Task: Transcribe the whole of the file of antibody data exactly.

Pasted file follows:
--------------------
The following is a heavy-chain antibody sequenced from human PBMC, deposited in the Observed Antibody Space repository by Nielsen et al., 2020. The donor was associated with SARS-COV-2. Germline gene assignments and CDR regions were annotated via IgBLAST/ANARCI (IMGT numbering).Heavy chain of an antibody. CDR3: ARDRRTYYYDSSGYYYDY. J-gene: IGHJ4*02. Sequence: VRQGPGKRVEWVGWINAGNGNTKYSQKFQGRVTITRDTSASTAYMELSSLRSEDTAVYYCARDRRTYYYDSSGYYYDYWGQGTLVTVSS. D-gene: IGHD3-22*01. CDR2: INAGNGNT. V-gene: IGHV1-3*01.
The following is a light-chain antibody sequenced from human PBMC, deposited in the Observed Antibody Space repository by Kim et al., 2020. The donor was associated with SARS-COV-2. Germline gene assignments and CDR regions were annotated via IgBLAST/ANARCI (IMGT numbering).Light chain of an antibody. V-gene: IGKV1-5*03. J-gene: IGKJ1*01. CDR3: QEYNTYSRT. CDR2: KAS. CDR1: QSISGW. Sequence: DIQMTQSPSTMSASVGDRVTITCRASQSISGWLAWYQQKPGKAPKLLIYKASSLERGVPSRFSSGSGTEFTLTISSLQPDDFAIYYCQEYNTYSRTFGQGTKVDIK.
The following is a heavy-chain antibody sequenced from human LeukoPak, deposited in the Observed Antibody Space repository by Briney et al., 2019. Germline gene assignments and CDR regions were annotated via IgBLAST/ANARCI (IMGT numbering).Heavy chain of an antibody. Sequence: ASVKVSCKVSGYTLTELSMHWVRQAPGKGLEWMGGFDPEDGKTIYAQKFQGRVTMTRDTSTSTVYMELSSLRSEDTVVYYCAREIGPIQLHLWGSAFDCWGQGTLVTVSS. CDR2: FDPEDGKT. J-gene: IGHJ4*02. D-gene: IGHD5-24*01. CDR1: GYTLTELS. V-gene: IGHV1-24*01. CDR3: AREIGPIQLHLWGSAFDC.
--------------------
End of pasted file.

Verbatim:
The following is a heavy-chain antibody sequenced from human PBMC, deposited in the Observed Antibody Space repository by Nielsen et al., 2020. The donor was associated with SARS-COV-2. Germline gene assignments and CDR regions were annotated via IgBLAST/ANARCI (IMGT numbering).Heavy chain of an antibody. CDR3: ARDRRTYYYDSSGYYYDY. J-gene: IGHJ4*02. Sequence: VRQGPGKRVEWVGWINAGNGNTKYSQKFQGRVTITRDTSASTAYMELSSLRSEDTAVYYCARDRRTYYYDSSGYYYDYWGQGTLVTVSS. D-gene: IGHD3-22*01. CDR2: INAGNGNT. V-gene: IGHV1-3*01.
The following is a light-chain antibody sequenced from human PBMC, deposited in the Observed Antibody Space repository by Kim et al., 2020. The donor was associated with SARS-COV-2. Germline gene assignments and CDR regions were annotated via IgBLAST/ANARCI (IMGT numbering).Light chain of an antibody. V-gene: IGKV1-5*03. J-gene: IGKJ1*01. CDR3: QEYNTYSRT. CDR2: KAS. CDR1: QSISGW. Sequence: DIQMTQSPSTMSASVGDRVTITCRASQSISGWLAWYQQKPGKAPKLLIYKASSLERGVPSRFSSGSGTEFTLTISSLQPDDFAIYYCQEYNTYSRTFGQGTKVDIK.
The following is a heavy-chain antibody sequenced from human LeukoPak, deposited in the Observed Antibody Space repository by Briney et al., 2019. Germline gene assignments and CDR regions were annotated via IgBLAST/ANARCI (IMGT numbering).Heavy chain of an antibody. Sequence: ASVKVSCKVSGYTLTELSMHWVRQAPGKGLEWMGGFDPEDGKTIYAQKFQGRVTMTRDTSTSTVYMELSSLRSEDTVVYYCAREIGPIQLHLWGSAFDCWGQGTLVTVSS. CDR2: FDPEDGKT. J-gene: IGHJ4*02. D-gene: IGHD5-24*01. CDR1: GYTLTELS. V-gene: IGHV1-24*01. CDR3: AREIGPIQLHLWGSAFDC.